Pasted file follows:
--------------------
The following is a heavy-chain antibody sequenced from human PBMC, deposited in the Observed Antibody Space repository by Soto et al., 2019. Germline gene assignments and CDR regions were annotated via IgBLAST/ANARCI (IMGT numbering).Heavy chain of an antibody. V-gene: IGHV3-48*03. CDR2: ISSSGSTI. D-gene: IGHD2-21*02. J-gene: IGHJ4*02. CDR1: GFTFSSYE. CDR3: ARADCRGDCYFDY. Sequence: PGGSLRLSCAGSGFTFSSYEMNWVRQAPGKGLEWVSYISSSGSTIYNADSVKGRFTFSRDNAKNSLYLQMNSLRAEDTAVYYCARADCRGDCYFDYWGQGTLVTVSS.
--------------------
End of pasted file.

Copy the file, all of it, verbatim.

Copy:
The following is a heavy-chain antibody sequenced from human PBMC, deposited in the Observed Antibody Space repository by Soto et al., 2019. Germline gene assignments and CDR regions were annotated via IgBLAST/ANARCI (IMGT numbering).Heavy chain of an antibody. V-gene: IGHV3-48*03. CDR2: ISSSGSTI. D-gene: IGHD2-21*02. J-gene: IGHJ4*02. CDR1: GFTFSSYE. CDR3: ARADCRGDCYFDY. Sequence: PGGSLRLSCAGSGFTFSSYEMNWVRQAPGKGLEWVSYISSSGSTIYNADSVKGRFTFSRDNAKNSLYLQMNSLRAEDTAVYYCARADCRGDCYFDYWGQGTLVTVSS.